The forge section lists Solid Fuel Forges, Bellows, Gas Forges, Induction heating, oil forges, etc with 2,201 topics and 20,866 replies. You should find many different types, styles, and forge configurations. Choose the one that works for you.

 

No power tools?  Blacksmithing was around over 2000 years (give or take a few years) before they had electric power for the *power* tools. It certainly did not stop those blacksmiths from working the craft. Read how they did it back then and it can be done the same way today. *Power tools* just makes it easier.

 

As others have said, do not limit yourself to $50. You can build most of the tools you will need from scrap that can be found in alleys or dumpsters, or free for the asking.

 

Back to the computer and use it as a blacksmithing tool. Set aside a period of time each day for research, say 2 hours. That is only 14 hours a week. Spend those hours in TEXT MODE, READING about blacksmithing. Think of it as taking a class that you will be tested on at the forge. You will find how well you learned as soon as the hammer drops. If you were intense and dedicated it will be easy. If you were a slacker it will show in frustration. That is not to say it will be easy, or that you do not need to reread some things, or do more study. That is a life long process that stops only when you do.

 

Once you have a forge, now shift and spend 2 times the hours at the forge for every hour that you spend reading. Practice each process or technique you read about until you understand how the metal moves and that technique.

 

Until you have a base knowledge about the craft you can not tell if a video is telling the truth or not. Shift and spend 3 times the hours at the forge for every hour that you spend watching the videos.

 

This should serve you will and get you started in the craft. Locate a blacksmithing group near you and attend the meetings. The time will jump start your knowledge like nothing else can.  Take classes. Read and learn all you can. Your education stops only when you stop learning.

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The BEST use for that $50 is a membership with your local blacksmithing club. If you aren't a complete jerk, you'll probably find one or more of the members with a well equipped shop willing to let you come in and tinker a little so you can get a handle on what you really need and what you want to do. Some of the clubs also have a clubhouse and a regular weekly forging night. Save your pennies and aquire the big tools as you can, make what you can, learn what you can.

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Thank you guys so much for the feedback and the car brakedrum idea is great! After reading this I priced it all out and it looks like I should be able to go by a couple of places and get everything for around 40$ or so. And I can always keep my eye out for free stuff around town  :)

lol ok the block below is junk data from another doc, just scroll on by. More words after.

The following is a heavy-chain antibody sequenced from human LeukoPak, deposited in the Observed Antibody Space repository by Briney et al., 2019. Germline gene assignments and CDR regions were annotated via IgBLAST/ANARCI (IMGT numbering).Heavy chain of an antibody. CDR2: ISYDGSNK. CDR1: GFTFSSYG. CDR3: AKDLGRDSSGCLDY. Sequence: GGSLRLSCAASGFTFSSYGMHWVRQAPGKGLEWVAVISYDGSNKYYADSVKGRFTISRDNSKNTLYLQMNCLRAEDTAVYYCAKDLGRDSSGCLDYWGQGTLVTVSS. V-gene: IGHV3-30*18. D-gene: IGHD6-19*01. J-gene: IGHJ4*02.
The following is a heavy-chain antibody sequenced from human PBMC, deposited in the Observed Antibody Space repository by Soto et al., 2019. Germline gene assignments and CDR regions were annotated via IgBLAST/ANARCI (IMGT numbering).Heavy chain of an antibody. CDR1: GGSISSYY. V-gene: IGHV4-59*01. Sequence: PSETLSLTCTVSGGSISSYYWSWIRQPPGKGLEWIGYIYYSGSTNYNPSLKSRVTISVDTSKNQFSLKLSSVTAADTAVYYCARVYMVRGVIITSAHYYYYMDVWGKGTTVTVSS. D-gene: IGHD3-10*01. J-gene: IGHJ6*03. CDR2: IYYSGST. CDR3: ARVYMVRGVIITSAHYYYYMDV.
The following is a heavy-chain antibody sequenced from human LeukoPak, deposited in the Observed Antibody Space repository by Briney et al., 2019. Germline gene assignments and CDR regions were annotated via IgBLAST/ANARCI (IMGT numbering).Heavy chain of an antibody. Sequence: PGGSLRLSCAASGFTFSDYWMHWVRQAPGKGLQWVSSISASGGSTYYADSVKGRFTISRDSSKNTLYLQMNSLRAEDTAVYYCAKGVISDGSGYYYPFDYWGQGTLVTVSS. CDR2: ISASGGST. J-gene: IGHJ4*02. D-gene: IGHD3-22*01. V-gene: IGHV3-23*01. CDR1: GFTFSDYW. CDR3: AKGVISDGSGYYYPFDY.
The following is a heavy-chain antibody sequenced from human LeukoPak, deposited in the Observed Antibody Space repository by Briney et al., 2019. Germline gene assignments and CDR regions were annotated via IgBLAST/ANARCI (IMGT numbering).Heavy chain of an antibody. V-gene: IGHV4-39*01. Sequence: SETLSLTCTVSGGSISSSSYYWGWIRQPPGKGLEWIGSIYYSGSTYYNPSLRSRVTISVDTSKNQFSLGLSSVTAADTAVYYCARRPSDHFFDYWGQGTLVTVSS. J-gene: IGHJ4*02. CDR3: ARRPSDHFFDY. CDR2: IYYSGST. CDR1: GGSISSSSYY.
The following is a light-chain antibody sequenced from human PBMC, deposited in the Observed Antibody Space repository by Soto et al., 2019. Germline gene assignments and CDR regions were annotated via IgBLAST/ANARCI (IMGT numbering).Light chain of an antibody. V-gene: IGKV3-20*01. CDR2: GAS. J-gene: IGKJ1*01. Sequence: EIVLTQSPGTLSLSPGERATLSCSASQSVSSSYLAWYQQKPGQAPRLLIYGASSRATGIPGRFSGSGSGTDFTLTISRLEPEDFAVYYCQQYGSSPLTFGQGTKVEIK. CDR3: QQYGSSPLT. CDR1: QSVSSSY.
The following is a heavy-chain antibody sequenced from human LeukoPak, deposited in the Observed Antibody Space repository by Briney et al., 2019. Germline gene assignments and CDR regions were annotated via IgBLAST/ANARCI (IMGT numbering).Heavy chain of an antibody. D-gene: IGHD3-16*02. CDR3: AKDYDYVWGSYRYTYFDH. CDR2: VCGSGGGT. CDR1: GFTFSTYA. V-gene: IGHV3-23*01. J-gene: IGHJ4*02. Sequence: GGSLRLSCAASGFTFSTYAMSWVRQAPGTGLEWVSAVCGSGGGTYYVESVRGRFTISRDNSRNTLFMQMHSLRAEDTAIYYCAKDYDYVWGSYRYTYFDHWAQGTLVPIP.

EDIT: Also junk day for my neighborhood is coming up and I will surely be scavenging anything and everything this year. I could probably find an old BBQ'er to forge in or other useful things.

 

Old base (cart) for BBQ could make wonderful base for brake drum forge (that is what I used) and if its large enough it can double as a rack for all your tongs....

 

Dale

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Hello all. Here's my thought (remember, you asked!):  All of the above is good advice.  but here's what I think is a summary of the best:

1.  Spent the $50 on a membership to your local Blacksmithing organization. 

2.  Go to the meetings, let folks know you are willing to work and learn and BE NICE!

3.  Use the time that you are rebuilding your savings helping the closest smith that wants your help, and when they are getting a heat on their project, use the heat from the forge to tinker under their guidance, paying attention to what they are suggesting (providing your own steel is a nice touch, but often not necessary).

4.  Try to get more than one smith to teach you (everyone has 'their' way of doing it right).

5.  When you buy anvils and vices, don't skimp on price, buy as big as you can.  My first anvil was 85# and my first vice was had 4": jaws.  I quickly (within a month or two) realized I wanted/needed bigger.  I now wish my first outlay of cash was for either a bigger anvil or bigger vice, because I did upgrade, and now have both.  Neat 'cause I've got 2 anvils and 2 vices, but much more $ was spent.

6.  Most importantly, have FUN!

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If you have a local state park with a blacksmith shop, you may be able to get started for 'free'! All you have to do is volunteer your time. Then you have access to a forge, an anvil, and tongs as well as 'free' steel. (There is a bit of paperwork, so the state can be sure you're not going to snatch up the first child you see, but it's not too tedious.) I'm down in Coloma on Fridays, and it's usually an enjoyable afternoon in the shop. I don't have to set anything up, and I only have to put away what I pulled out. :D

 

Alternatively, according to the Yellow Pages, you have several working shops in Fresno. Stick a nose in around closing time so you don't interrupt their work, and ask about local gatherings or volunteering in the shop.